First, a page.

Here Come Those Student Loan Payments Again, Falling On Your Head Like A Memory
The most recent pandemic extension of the moratorium on student loan payments is set to expire at the end of the month, and so far at least, the Biden administration hasn't said whether another extension will be put in place. The fact that there hasn't been any guidance issued yet, with just two weeks until the end of the pause, has some analysts thinking that another extension is likely, because, in technical terms, yowie, as CNBC explains.
“The fact that they haven’t issued any guidance so close to the theoretical start date pretty much indicates yet another payment freeze is inevitable,” said Barmak Nassirian, vice president for higher education policy at Veterans Education Success, an advocacy group.
Gosh, do you suppose the administration might extend the payment freeze one more time before the midterm elections, at a moment when news is finally looking really good for Biden? Don't go spending your planned loan payment on penny whistles and moonpies because we say it, but we think there might be another extension. Pure speculation on our part.
Stand By, For Student Loan NEWS
(We were doing Paul Harvey there. Do you remember Paul Harvey?)
Education Secretary Miguel Cardona told CBS News on Tuesday that borrowers will "know directly and soon from us" when a decision is made. The lateness of the announcement may have something to do with whether the Biden administration has reached a decision on forgiving some amount of student debt — probably $10,000 per borrower — which was also supposed to be announced before the end of the current pause, as then-Press Secretary Jen Psaki said in April.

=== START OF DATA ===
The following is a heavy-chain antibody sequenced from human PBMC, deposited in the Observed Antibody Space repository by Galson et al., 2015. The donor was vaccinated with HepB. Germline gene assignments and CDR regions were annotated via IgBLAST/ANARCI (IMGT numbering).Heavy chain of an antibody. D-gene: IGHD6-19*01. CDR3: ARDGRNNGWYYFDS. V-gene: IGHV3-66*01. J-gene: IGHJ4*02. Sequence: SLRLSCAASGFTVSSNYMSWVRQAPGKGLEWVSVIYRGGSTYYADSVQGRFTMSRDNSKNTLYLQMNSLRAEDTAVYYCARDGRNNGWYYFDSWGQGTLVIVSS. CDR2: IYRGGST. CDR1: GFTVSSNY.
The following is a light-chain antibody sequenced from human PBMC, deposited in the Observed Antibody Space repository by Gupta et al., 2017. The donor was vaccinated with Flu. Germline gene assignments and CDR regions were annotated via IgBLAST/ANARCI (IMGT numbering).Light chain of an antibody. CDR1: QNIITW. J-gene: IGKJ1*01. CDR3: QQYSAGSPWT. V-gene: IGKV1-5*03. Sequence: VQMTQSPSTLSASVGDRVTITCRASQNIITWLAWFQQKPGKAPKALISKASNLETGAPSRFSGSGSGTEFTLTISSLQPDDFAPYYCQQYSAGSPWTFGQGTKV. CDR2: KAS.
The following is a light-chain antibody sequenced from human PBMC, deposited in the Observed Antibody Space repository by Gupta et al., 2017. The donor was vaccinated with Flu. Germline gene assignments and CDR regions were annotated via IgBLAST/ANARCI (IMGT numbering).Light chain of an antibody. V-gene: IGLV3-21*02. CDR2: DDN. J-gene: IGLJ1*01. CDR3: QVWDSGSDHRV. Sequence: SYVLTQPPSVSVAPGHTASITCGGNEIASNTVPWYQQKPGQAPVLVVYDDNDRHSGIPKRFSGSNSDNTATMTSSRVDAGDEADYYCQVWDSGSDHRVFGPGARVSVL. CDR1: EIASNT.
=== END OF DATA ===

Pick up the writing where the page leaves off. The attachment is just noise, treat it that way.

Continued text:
Again, Yr Wonkette is prepared to speculate that Biden just might announce some form of student debt forgiveness but there's maybe some disagreement in the White House as to how much it should be. We say "ALL OF IT," knowing exactly how much influence this little mommyblog has on federal policy.
Also too, WUSA-TV notes that
In late July, the Department of Education told student loan servicers not to contact borrowers about resuming payments, the Wall Street Journal and NBC News reported, signaling an extension of the pause is likely.
The CEOs of at least two financial companies are preparing for the moratorium to last until at least January 2023. In second quarter earnings calls, the heads of Navient and SoFi both said they expect Biden to extend the pause and were factoring that into business forecasts, though it's important to note neither company services federal student loans for the Department of Education.
"It's hard for us to believe that it does not get extended," Navient CEO Jack Remondi told an analyst.
Again, we won't know until there's an announcement, but that's probably on the way soon. Or maybe the administration will just say, nah, time to suddenly start paying student loans again when inflation is already a top issue in the midterms.
Also too, a quick couple of related Student Debt Nice Times, which is not a four-word combination we type very often:
More Help For Students Ripped Off By Ripoff For-Profit 'Colleges'
For starters, the Education Department announced Tuesday that it will be doing another round of debt cancellation for students who were defrauded by a for-profit college-like institution, wiping out nearly $4 billion in debt owed by 208,000 borrowers, hooray and also go suck eggs, Betsy DeVos.
All remaining students who attended the now-defunct ITT Technical Institute between Jan. 1, 2005, through its closure in September 2016, including those who have not submitted a borrower defense claim, will have 100% of their loans canceled. Borrowers who qualify for the relief will not need to take any additional action to receive the funds.